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EU Urban Mobility Observatory
News article30 September 20202 min read

Ten lessons learned from the lockdown to improve Urban mobility

Ten lessons have been learned during the 2020 Coronavirus (Covid-19) pandemic lockdown. These lessons have been suggested by the Italian protagonists of the IV National Conference on shared mobility and were highlighted during European Mobility Week 2020, which took place from 16 to 22 September.

The insights have been listed with the aim of providing cities with creative suggestions on activities they could plan during future European Mobility Weeks;

  1. Essential workers are important; among these, public transport employees and all those who contribute to urban mobility. “There have been and still are months of difficulty and concern, to which companies and public administrations have responded with concrete choices to facilitate safe mobility for city users and transport workers. However, there is still a long path to go to restore confidence in public transport, which is essential for safe and sustainable urban mobility”, said Sara Venturoni, station director of Rete Ferroviaria Italiana.
  2. The invisible has become visible; noise and air pollution resulting from daily travel has dropped to unprecedented levels. For a few months, people were able to breathe cleaner air and live in less noisy urban spaces, and have expressed a desire for this to continue. “Proof of this was the extraordinary attention shown by public opinion for the ‘Buono mobilità 2020’ experimental Program, which encourages cycling, micro-mobility and bike-sharing services”. Giusy Lombardi, from the General Directorate for Climate, Energy and Air.
  3. Our world was running too fast; we need to slow down by imposing speed limits in urban areas. “Slow mobility allows a different perception of the city made of details: we notice the architecture, the use of greenery, the public spaces, the street furniture”, says Anna Parasacchi, the coordinator of the Green City Network
  4. Respiratory health and an active lifestyle are now more important than ever; early research suggests that pollution and obesity significantly increase the health risks from COVID-19. Therefore, we need to find better ways that permanently help people to walk or cycle around our cities without taking risks.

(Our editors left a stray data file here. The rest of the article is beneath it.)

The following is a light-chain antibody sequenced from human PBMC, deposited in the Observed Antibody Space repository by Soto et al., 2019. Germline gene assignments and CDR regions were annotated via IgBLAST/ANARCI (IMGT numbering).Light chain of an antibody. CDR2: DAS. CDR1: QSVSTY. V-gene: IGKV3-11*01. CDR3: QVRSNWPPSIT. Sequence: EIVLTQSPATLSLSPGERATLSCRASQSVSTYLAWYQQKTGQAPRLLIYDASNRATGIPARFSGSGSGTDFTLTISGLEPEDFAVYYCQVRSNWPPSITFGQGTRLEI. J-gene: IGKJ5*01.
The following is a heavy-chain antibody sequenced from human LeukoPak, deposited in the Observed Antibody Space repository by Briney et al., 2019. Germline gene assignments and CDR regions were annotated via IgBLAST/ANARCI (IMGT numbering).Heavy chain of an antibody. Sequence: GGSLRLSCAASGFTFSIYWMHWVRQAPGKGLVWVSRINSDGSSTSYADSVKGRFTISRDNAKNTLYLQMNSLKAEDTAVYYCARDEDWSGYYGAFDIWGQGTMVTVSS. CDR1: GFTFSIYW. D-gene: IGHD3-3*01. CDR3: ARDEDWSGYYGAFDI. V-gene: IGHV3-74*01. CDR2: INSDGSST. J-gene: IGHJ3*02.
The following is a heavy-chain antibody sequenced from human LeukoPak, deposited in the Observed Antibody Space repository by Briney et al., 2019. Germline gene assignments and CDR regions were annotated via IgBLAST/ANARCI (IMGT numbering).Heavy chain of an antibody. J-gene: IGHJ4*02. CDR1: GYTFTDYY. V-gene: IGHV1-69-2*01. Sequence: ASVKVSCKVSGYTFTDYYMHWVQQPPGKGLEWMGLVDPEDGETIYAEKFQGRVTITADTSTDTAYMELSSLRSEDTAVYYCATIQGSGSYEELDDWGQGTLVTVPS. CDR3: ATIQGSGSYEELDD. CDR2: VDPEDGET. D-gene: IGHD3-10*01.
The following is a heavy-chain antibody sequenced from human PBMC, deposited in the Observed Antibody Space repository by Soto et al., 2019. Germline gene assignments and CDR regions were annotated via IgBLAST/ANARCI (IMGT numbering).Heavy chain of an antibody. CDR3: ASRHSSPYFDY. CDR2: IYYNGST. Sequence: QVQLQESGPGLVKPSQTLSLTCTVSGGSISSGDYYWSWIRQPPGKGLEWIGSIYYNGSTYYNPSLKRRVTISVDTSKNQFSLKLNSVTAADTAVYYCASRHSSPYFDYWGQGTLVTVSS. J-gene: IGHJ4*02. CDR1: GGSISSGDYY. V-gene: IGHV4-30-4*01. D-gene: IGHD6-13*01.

5. Working from home has become normal and possible for many people and reduces the need for commuting. This gives us the opportunity to rationalise and better articulate mobility and to get the advantage of fewer rush hours and congestion, less pollution, more safety, more widespread quality for all. “This new paradigm needs pushing on innovation, digitisation, and planning with much greater intensity than that experienced in recent years”, explains Carlo Carminucci, director of research at Isfort.
  6. Children who drive to school with their parents contribute significantly to road congestion, distance-learning or e-learning can help reduce the number of trips, but we need more sustainable alternatives to accompany children to school. Research by Loendersloot Groep has shown that accompanying children to school by bicycle brings them more freedom, creativity, and happiness. They develop a better sense of traffic and become more independent.
  7. Digital tools are essential for the efficient use of transport systems, but they must work for everyone. Digital literacy and accessibility are needed to make the most of these tools.
  8. Buying online was a big opportunity during the lockdown, but we need more sustainable deliveries.  Remember the potential of cargo bikes and the reorganisation of the distribution system to bring us closer to zero-emission logistics.
  9. Some people are more vulnerable than others; we need cities with transport systems that are free of mobility barriers and accessible to all.

Original article published by Life Gate on 18 September 2020




Publication date
30 September 2020
  • Urban mobility planning
  • Italy